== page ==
From the court of the public into the court of the law


CtrlAltShift Blog #4 - Recent campaigns at Heathrow and Aberdeen have seen climate activists learn a new set of skills and take their concerns about aviation emissions to the law courts. Plane Stupid activist Howard Balmer explains why ...

To engage with the court of law does not necessarily represent a strategic departure from engaging "the court of the public", but it can simply add another opportunity to the modern campaigners repertoire. Many actions taken by climate activists over recent years have primarily been seen as attempts to court public opinion through positive media coverage. That's what some people seem to believe anyway...

However, we know from experience that this fickle medium is just as likely to damn you as it is to celebrate your cause. Many activists want nothing to do with this aspect of the public arena and are motivated by a desire to actually reduce emissions through their actions. Shutting down an airport can actually stop the kerosene burning.

The longer an airport stays shut the more significant become the reductions in both carbon and profit for the aviation industry. When faced with the crucial need for immediate climate mitigation this has a very real benefit and is a prime motivator.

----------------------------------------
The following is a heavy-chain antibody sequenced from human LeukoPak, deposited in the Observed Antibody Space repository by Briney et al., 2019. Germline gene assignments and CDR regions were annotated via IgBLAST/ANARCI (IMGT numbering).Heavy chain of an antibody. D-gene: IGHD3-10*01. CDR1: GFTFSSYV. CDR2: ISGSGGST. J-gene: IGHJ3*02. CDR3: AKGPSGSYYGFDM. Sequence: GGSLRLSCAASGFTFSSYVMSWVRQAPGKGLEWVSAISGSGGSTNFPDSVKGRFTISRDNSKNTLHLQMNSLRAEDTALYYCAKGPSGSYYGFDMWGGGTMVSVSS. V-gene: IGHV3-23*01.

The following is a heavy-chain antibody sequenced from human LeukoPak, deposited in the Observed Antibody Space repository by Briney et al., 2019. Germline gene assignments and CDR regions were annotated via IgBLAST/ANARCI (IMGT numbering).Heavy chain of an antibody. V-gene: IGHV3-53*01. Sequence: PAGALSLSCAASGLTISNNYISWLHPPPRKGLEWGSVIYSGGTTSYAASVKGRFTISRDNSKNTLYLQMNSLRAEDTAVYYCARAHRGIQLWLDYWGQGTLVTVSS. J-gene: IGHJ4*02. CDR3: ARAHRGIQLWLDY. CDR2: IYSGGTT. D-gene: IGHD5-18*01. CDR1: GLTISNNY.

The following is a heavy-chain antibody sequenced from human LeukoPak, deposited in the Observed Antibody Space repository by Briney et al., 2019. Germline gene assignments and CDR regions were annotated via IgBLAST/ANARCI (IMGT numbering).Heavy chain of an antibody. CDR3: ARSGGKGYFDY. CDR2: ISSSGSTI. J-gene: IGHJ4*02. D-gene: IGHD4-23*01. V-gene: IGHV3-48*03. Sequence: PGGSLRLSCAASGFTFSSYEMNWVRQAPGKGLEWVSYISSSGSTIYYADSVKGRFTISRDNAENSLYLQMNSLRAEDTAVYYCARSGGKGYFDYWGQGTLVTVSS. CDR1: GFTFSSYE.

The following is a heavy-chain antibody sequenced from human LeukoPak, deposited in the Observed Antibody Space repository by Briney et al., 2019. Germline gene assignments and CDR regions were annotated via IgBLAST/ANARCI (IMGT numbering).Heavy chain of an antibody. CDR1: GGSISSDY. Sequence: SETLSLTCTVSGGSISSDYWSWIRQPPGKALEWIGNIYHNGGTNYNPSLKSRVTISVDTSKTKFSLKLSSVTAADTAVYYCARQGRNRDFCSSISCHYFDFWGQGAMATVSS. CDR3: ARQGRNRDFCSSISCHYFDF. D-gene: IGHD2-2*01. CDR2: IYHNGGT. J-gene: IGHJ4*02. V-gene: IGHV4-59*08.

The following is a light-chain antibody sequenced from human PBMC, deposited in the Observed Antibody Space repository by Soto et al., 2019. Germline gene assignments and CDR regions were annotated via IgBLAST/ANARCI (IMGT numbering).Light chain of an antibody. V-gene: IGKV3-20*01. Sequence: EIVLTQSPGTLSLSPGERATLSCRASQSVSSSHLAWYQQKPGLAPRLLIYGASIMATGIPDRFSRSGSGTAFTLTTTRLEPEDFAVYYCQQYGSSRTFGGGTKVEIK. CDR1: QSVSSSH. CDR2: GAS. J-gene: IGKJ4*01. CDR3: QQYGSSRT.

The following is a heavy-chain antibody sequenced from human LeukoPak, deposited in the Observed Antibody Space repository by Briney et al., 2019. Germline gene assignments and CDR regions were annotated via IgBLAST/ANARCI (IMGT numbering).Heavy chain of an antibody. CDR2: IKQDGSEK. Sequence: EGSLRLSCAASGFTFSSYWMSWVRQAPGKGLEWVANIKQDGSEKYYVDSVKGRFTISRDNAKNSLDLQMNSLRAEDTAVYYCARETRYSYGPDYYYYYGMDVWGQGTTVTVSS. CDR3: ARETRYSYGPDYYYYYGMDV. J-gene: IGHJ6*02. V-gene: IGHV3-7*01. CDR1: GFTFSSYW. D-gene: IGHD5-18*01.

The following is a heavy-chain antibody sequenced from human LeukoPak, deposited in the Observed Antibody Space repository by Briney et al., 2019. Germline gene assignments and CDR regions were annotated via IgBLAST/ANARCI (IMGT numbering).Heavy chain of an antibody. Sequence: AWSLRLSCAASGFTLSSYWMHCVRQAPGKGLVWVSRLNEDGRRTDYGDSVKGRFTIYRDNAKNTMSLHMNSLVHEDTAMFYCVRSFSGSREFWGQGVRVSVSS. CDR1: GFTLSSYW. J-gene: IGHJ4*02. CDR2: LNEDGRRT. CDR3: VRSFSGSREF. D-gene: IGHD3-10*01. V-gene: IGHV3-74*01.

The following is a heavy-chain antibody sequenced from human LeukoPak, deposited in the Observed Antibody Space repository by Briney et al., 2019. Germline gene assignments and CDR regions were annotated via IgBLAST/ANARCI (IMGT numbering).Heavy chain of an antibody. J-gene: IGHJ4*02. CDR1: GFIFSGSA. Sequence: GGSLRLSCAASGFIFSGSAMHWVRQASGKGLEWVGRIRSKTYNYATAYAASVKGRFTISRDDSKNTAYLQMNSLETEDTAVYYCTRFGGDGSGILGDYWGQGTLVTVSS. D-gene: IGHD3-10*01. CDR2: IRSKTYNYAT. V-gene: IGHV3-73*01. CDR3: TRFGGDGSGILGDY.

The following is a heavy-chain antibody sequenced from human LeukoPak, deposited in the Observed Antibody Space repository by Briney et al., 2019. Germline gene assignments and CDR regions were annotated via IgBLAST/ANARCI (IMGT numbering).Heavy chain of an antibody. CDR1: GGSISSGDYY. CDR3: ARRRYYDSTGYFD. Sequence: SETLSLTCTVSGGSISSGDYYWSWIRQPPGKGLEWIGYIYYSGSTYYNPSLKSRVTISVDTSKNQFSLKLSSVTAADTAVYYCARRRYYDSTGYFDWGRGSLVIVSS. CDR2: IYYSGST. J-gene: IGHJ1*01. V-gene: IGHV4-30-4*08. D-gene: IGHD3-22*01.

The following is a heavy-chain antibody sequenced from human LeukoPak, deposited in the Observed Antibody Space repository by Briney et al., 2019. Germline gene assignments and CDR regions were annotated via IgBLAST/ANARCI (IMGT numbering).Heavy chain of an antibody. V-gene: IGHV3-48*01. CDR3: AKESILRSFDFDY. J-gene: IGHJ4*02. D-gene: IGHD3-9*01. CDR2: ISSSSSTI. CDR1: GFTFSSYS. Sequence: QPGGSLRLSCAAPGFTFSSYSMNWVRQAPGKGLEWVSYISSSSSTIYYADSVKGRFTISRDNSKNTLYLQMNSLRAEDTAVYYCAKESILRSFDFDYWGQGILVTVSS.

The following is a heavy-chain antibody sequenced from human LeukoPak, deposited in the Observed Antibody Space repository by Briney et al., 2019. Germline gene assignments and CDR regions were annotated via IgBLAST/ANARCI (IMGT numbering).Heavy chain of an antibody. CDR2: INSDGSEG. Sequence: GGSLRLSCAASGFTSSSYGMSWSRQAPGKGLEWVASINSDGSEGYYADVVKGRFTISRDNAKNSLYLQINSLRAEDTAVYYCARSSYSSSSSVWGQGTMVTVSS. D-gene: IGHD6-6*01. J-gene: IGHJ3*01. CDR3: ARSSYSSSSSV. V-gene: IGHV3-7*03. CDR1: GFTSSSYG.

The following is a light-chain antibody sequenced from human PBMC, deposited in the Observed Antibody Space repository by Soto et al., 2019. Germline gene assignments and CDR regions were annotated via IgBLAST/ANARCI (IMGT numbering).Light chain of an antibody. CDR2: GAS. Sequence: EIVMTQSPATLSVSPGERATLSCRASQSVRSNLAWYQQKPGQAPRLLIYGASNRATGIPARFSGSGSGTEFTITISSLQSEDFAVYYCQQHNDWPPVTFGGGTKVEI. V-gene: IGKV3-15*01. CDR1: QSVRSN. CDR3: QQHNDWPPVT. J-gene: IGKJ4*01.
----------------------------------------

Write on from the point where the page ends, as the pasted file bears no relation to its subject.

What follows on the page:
If positive media coverage leads to discussion and support then so be it, but this remains additional. Many of us do see to engage with the public arena, but at a grass-roots level; which means sharing skills, resources and experience with communities who share our concerns.

Such direct engagement has proved highly effective in helping to galvanise community campaigns across the UK and with particular significance at Heathrow where the No Third Runway campaign has been part of a broad movement involving Transition Heathrow and HACAN amongst others.

The Grow Heathrow initative has diversified to look at local food production, working with residents to rejuvenate a former-market garden shifting 30 tonnes of rubbish, growing seasonal food and hosting permaculture workshops.

The law courts present a different challenge, but one that we are quite capable of rising to. In March, Lord Justice Carnwath's ruling left the Government's aviation policy in tatters when he pointed out that the decision to build a flagship third runway at Heathrow was outdated and did not take account of the latest developments in climate change policy.

In June, the Climate 9 kept up the momentum in the Scottish courts when defending their decision to shut down Aberdeen airport. These follow the acquittal of the Kingsnorth 6 in 2008 on the grounds that they had a lawful excuse for their actions; namely that they were acting to protect property threatened by climate impacts caused by the burning of coal.

I cannot see that court appearances will ever be an activists main aim; after all, legal proceedings require that you don a suit or posh frock and may have to pay a hefty fine or serve time. However we are prepared to engage with whoever we must in order to create sustainable alternatives to greed of the fossil fuel culture.